• Smoking or using other tobacco products

How are aortic aneurysms diagnosed?

Although aortic aneurysms may be asymptomatic early on, physicians can sometimes catch them during routine checkups. Your doctor may feel your abdominal region for bulges, check the strength of your pulse in your limbs, listen to your heart for atypical blood flow, and look for signs of associated illnesses that could cause aortic aneurysms. If these examinations indicate an aortic aneurysm, the doctor may order some imaging tests. 

Standard imaging tests for an aortic aneurysm diagnosis include the following:

  • CT scan
  • Echocardiography 
  • MRI
  • Ultrasound

Many times, however, the aortic aneurysms are detected incidentally on imaging studies performed for an unrelated reason, such as an X-ray for a cough, or a CT scan performed for unrelated chest or abdominal symptoms.

How are aortic aneurysms treated?

Aortic aneurysm treatment ranges from lifestyle changes to medications to surgical interventions. Depending on your aneurysm and the risks it presents, your physician will determine which treatment is best for you. The risk of the aneurysm rupturing will depend significantly on its size and location. In some cases, the physician may want to treat underlying conditions that contribute to the aortic aneurysm.

Aortic aneurysm treatment without surgery can include lifestyle changes and medications. Lifestyle can significantly impact heart and arterial health. For this reason, doctors often recommend that patients follow a heart-healthy diet, exercise regularly, reduce stress, and quit smoking. With small aneurysms in less risky locations, these lifestyle changes may be the extent of initial treatment. 

Specific medications, like statins, can also help to treat aneurysms. Your physician may select more than one treatment approach.

Elective repair is recommended for larger and more dangerous aortic aneurysms to prevent rupture or dissection. Based on the location of the aneurysm, it may be treated with open surgical repair or minimally invasively using stents.

  • Open surgical repair: It involves surgically removing the aneurysm and replacing the damaged tissue with an artifical graft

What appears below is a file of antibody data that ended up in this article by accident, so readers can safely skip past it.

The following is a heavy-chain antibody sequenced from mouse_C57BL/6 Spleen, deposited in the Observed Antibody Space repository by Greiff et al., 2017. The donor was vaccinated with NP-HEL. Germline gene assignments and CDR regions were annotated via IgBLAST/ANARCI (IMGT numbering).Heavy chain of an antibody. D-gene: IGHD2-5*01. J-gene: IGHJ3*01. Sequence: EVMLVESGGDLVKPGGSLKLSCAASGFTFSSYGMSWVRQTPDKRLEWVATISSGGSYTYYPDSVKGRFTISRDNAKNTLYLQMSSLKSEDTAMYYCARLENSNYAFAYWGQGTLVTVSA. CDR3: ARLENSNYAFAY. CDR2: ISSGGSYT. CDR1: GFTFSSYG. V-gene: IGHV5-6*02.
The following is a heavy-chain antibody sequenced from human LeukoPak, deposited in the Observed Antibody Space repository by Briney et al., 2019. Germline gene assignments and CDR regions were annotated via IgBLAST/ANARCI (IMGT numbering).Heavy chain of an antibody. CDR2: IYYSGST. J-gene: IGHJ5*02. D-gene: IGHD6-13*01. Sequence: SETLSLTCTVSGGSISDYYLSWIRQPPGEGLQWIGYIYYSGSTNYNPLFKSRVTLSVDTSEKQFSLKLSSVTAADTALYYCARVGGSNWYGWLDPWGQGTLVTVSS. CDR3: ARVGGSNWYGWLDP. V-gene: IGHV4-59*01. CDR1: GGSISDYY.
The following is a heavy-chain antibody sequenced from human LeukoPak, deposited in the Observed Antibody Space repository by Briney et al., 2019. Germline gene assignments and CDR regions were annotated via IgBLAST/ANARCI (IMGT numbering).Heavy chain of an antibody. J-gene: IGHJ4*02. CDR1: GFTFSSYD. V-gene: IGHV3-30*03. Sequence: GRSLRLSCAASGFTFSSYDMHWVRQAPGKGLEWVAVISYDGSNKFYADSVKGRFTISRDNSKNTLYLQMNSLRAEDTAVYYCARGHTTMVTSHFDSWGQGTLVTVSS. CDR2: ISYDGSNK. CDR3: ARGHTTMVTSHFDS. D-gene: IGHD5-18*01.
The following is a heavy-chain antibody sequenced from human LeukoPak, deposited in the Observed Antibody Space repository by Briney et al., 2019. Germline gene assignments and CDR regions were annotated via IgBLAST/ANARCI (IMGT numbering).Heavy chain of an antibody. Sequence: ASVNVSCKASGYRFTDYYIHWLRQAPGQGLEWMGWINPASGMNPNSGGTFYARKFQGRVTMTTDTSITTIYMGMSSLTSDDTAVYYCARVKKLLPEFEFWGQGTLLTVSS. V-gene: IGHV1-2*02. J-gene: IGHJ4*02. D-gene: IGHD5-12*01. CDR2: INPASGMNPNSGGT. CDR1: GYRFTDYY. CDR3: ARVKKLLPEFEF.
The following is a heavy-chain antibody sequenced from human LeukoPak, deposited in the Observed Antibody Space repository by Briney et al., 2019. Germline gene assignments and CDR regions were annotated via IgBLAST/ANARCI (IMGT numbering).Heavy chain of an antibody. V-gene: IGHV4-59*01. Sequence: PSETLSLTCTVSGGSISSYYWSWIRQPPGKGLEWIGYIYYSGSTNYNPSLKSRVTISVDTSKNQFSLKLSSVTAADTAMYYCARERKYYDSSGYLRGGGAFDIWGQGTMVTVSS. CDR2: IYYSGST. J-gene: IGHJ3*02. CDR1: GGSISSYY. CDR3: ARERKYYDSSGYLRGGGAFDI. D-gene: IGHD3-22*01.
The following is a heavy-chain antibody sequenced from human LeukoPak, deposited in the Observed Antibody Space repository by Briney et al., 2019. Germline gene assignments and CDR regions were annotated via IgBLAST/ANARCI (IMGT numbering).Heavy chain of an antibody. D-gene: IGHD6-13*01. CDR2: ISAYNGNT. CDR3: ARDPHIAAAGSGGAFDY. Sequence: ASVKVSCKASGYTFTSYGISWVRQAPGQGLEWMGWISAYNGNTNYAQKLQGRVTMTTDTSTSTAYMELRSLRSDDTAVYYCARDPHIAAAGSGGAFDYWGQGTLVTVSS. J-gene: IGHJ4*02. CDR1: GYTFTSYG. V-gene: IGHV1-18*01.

• Endovascular aneurysm repair (EVAR or TEVAR): In this approach, the surgeon uses wires and catheters under X-ray guidance to to maneuver a graft up through your blood vessels and onto the affected area. The stent graft then expands and attaches, covering and sealing the aneurysm from the inside. Although this approach may not be suitable for all patients, it is less invasive and comes with a faster recovery time

How to prevent aortic aneurysms

While the causes of aortic aneurysms aren’t always known, some basic preventative measures may reduce your risks. Due to the nature of aortic aneurysms, these tips overlap with many heart-healthy practices. 

  • Avoid stimulants and heart stressors
  • Get appropriate exercise
  • Implement a heart-healthy diet 
  • Maintain healthy weight levels
  • Reduce and manage stress
  • Quit any tobacco products, especially smoking

Living with an aortic aneurysm

With modern treatments, it’s possible to live comfortably with an aortic aneurysm. In cases of smaller aneurysms in less risky locations, basic treatments may be sufficient to prevent noticeable symptoms. In more extreme cases, surgical intervention and the use of grafts can effectively repair the aneurysm. However, in both cases, risks remain, and ongoing monitoring by your physician is important. 


The exact impact on life expectancy varies significantly between the size and location of the aneurysm and the treatments used. With modern treatments, life expectancy is no longer as impacted by aortic aneurysms as it once was. That said, this condition is still very dangerous and can reduce life expectancy even once treated.

Avoid activities that endanger your heart, like smoking or using other tobacco products. It’s often advised to avoid lifting heavy weights. Depending on the type of aortic aneurysm, you may need to minimize the amount of weight you push, pull, or lift. Certain exercises might be best avoided so as not to increase the strain on your aneurysm. It’s vital to speak with your physician and ask which activities represent a risk for your aortic aneurysm, as each case is different.

A heart-healthy diet is recommended. Avoid foods high in fats (especially saturated fats) and sugars, red meats, sugary beverages, and alcohol.

Aortic aneurysms do not go away on their own. Not every case requires the same level of treatment, and some present without any noticeable symptoms of an aortic aneurysm. Still, these aneurysms pose a potentially serious threat and must be monitored once diagnosed.

Aortic aneurysms often develop without noticeable symptoms. Therefore, it is essential to have regular check-ups with your provider to detect and prevent the rupture of an aneurysm, which is a life-threatening event.

However, an aortic aneurysm rupture or dissection can cause symptoms. These symptoms may include:

  • Dizziness or light-headedness
  • Rapid heart rate
  • Severe and sudden pain in the back, chest, or abdominal region

If you have an aneurysm and experience these symptoms, seek medical attention immediately.